• 3 Coop
        April 29, 2021 at 10:33 am

        Indeed, Mike.

        I once had the idea of opening a butterfly farm, so I could charge “sportsmen” a couple of grand a throw to come and swat them for their own amusement. Sadly, it proved impossible to maintain the grossly unnatural densities required for “economic viability”, due to the presence of Spotted Flycatchers. Could I get a licence to “control” them, or take their eggs and hatch them elsewhere?…

        Could I buggery!

  2. 4 Paul Fisher
    April 28, 2021 at 7:50 pm

    No. 7. Tagging of birds using those such as used by Wildland Ltd. Are those tags notoriously useless then?

  3. 5 Bimbling
    April 29, 2021 at 6:58 am

    Para 1 – Away and join “Wildlife Estates” then. It supposedly does all this anyway and already has the approval of the SG and NatureScot.

    But this time try and make a real difference.

    Except that you won’t or can’t, because some of your member’s business model depends on damaging and clearly illegal activities.

  4. April 29, 2021 at 7:25 pm

    The SLE membership wont even participate in the existing PAWS schemes. They may represent their members, but their members dont work with them. A strange state of affairs.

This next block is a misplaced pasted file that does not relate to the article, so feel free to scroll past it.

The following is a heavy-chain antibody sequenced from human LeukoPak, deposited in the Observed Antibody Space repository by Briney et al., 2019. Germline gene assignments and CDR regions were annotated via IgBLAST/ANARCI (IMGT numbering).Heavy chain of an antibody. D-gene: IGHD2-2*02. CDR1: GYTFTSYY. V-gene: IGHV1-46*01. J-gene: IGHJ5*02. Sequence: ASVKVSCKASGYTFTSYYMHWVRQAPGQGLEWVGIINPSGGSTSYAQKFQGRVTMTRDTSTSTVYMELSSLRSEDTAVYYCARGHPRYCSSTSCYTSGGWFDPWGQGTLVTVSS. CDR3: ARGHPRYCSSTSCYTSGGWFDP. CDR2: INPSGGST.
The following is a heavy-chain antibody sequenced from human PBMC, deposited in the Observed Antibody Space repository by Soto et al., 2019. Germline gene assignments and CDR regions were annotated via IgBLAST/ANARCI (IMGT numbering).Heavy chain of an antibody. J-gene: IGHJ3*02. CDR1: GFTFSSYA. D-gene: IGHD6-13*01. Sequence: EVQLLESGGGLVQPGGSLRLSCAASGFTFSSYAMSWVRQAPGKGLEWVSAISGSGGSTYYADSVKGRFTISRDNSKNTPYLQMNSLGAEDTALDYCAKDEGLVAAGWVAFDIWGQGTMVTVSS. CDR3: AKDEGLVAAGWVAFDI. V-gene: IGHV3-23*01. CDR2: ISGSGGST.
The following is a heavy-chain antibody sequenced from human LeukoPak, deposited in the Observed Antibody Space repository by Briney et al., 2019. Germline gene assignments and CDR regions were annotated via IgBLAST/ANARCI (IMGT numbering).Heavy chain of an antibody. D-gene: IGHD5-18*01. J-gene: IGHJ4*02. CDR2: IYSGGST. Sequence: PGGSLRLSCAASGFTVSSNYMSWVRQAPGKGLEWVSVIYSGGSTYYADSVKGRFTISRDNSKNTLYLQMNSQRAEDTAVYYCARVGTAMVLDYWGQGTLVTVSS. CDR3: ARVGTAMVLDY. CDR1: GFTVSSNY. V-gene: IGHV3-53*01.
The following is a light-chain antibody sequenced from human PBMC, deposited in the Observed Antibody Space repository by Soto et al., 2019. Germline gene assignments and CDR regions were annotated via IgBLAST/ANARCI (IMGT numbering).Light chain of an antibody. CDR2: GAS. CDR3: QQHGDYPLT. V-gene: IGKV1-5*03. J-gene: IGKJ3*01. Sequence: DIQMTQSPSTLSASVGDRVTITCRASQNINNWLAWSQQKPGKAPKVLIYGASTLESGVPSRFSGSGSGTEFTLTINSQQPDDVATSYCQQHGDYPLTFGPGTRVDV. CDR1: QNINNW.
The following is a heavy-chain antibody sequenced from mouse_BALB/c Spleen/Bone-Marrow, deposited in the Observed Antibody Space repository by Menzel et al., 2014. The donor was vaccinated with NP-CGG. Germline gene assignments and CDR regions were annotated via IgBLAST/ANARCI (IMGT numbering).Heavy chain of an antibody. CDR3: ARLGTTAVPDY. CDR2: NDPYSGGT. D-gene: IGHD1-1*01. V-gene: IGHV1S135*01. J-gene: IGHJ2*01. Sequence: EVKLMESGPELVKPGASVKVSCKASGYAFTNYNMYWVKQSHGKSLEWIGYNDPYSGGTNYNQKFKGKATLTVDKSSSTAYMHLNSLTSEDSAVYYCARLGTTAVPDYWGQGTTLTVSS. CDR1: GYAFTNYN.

5. 7 Paul V Irving
    May 1, 2021 at 9:58 am

    No the tag tracking is on the ‘ net not quite in real time. Presumably so that their potentially criminal minions can know which birds will be discovered if they die an unnatural death.

  6. 8 Paul V Irving
    May 1, 2021 at 10:00 am

    I think if I were NatureScot I would be looking for a polite way of saying F==k o++ to SLE or perhaps just saying that might get the message through their less than bright skulls.

  7. 9 EricH
    May 4, 2021 at 10:30 am

    There were so many weasel words in the first email, such as sustainable populations of endangered species, as opposed to the unsustainable numbers of grouse. Most landowners view one Hen Harrier as being an unsustainable population and should be reduced.
    I am not sure exactly what the SGA, SLE etc hope to gain by more openness is the tagging of raptor, either a nivana moment proving the that tags become unreliable once they enter a grouse moor, or that the criminals will be able to see exactly were the raptors are on their grouse moors so that they can be easily targeted.
    Hopefully once this election is over we might see some progress on grouse moor licencing, though the devil will be in the detail. We can but hope that the conditions will be significantly stringent and legally coherent to deter at least some of the criminals who continue to target raptors.